Working on the Sea: Laws that Protect You
The Merchant Marine Act of 1920, often referred to as the Jones Act, is a Congressional law that offers specific protections to Merchant Marines if they are injured while aboard an operating vessel. Injured vessel crew members are entitled to receive benefits similar to workers compensation if they become injured while out to sea.
Any employee considered a sailor as a profession is covered under Admiralty Law and the Jones Act. The Supreme Court defines a sailor, merchant marine, or vessel crewman as someone that spends more than 30 percent of their work time on board an operating vessel at sea.
The Jones Act does not protect dockworkers or longshoremen. These workers are covered under a separate Congressional Act known as the Longshore and Harbor Workers Compensation Act.
What the Jones Act Covers
Vessel crewmen that are injured at work or contract a work-related illness while at sea are entitled to receive the following types of compensation under the Jones Act:
• Transportation back to land
• Lost wages from the time the injury or sickness occurred
• Medical care for the injury or illness
• Any contractual benefits that are due
• Compensation for injuries or disabilities
In addition, the injured employee may also sue for pain and suffering, future wages, and may even opt for a third-part suit if it is determined that the negligent action that caused the injury or illness was also the responsibility of another party.
What Is the Difference Between Workers Compensation and Jones Act Protections?
Workers compensation is an insurance product purchased by business owners as a way to protect the employees and their business. Workers compensation, in most states, eliminates the company from responsibility if an employee is injured. The injured employee receives all benefits and compensation from the insurance company and not their employer. This also applies to municipality and federal workers who are covered by their own forms of workers compensation.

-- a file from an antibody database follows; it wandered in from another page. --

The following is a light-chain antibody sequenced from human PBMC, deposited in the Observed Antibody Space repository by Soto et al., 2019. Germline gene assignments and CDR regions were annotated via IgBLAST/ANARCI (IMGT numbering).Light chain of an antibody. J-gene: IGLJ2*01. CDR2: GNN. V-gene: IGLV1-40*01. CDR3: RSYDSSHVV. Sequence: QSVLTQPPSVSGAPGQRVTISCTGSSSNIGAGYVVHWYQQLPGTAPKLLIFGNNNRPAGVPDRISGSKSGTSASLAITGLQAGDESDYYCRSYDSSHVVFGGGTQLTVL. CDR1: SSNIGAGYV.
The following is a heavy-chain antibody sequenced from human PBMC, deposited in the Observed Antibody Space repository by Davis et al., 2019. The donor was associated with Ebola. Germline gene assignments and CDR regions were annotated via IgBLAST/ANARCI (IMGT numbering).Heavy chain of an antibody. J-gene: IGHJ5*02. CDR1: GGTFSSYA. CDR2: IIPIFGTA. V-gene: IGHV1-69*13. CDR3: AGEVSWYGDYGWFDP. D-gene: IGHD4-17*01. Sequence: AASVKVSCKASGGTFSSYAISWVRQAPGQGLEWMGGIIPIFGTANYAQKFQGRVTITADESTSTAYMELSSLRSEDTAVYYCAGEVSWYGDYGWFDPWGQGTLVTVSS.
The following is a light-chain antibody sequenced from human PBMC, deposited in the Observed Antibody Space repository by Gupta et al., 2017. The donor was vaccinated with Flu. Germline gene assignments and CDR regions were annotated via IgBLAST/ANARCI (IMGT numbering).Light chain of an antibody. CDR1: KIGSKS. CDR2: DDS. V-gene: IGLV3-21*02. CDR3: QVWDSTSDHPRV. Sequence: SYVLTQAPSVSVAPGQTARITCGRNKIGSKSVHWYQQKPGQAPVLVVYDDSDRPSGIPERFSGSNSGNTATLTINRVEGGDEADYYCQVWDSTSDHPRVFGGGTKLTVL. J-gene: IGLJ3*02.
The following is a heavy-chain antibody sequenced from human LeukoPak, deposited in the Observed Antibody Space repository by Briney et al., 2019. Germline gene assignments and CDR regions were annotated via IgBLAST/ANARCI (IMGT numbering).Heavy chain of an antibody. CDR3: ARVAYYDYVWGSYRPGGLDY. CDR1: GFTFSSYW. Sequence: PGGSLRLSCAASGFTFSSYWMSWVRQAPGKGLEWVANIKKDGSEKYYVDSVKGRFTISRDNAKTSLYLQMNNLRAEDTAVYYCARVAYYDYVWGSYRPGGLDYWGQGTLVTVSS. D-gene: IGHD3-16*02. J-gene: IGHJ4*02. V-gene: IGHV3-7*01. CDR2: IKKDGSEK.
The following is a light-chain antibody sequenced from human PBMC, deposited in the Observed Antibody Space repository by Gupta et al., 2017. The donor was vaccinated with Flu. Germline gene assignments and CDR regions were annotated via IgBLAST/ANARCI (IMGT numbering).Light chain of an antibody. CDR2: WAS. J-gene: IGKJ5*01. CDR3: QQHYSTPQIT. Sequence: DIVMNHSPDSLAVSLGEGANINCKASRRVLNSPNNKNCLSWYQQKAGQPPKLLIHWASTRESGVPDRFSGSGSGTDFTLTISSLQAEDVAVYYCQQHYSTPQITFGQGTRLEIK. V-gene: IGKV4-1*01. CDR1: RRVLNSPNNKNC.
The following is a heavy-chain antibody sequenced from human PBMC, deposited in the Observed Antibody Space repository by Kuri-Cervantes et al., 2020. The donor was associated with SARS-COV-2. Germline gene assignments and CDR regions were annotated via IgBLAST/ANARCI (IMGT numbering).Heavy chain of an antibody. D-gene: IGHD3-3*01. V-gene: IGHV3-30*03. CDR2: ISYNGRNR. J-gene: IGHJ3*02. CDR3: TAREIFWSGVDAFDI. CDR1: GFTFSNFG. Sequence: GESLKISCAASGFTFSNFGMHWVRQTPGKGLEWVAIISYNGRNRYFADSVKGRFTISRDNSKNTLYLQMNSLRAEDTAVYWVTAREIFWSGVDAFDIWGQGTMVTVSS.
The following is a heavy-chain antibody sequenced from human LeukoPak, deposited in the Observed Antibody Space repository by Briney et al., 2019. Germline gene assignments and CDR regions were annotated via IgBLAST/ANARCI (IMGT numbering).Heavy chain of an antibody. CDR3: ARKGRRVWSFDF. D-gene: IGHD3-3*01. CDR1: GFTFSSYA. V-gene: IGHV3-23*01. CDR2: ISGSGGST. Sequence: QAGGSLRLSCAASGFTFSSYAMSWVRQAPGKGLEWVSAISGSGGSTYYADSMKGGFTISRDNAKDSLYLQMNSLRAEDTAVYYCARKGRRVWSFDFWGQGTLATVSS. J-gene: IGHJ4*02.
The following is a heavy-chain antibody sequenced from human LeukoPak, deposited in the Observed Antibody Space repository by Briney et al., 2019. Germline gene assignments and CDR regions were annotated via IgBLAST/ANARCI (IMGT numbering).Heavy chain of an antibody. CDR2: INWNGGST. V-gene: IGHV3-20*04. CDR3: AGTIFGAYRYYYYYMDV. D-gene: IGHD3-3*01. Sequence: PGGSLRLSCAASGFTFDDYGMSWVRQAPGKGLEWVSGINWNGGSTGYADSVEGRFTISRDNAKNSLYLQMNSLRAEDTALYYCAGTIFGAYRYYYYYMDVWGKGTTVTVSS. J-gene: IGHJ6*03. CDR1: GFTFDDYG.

The Jones Act is not a form of insurance. It is a law gives seamen the right to sue their employer for negligence if they are injured on the job. The injured party must meet all qualifications, such as the amount of time they spend at sea and the owner meets the requirements to be considered a ship owner under the definitions of the Jones Act. The injured employee will also have the burden to prove that the injury or illness was directly connected to a negligent act of the vessel owner.
In some cases, the injured employee may be able to claim workers compensation for their injuries. However, by claiming workers compensation, they surrender their right to make a claim under the Jones Act. Additionally, compensation paid by workers compensation insurers is generally smaller than the awards given in a Jones Act settlement.
The best thing that a seaman can do if they are injured is consult a personal injury attorney that is familiar with Admiralty Law. They will be able to review your case and determine what your best course of action would be to seek compensation for your injuries.